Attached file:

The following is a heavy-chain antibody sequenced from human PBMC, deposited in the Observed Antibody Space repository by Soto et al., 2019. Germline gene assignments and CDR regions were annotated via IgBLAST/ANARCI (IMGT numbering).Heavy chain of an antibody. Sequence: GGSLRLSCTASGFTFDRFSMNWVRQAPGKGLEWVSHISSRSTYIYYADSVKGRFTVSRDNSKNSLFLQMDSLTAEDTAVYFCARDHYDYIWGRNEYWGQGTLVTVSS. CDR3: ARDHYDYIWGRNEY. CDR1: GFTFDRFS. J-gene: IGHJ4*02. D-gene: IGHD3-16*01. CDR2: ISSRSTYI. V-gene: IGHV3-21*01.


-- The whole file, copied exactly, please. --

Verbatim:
The following is a heavy-chain antibody sequenced from human PBMC, deposited in the Observed Antibody Space repository by Soto et al., 2019. Germline gene assignments and CDR regions were annotated via IgBLAST/ANARCI (IMGT numbering).Heavy chain of an antibody. Sequence: GGSLRLSCTASGFTFDRFSMNWVRQAPGKGLEWVSHISSRSTYIYYADSVKGRFTVSRDNSKNSLFLQMDSLTAEDTAVYFCARDHYDYIWGRNEYWGQGTLVTVSS. CDR3: ARDHYDYIWGRNEY. CDR1: GFTFDRFS. J-gene: IGHJ4*02. D-gene: IGHD3-16*01. CDR2: ISSRSTYI. V-gene: IGHV3-21*01.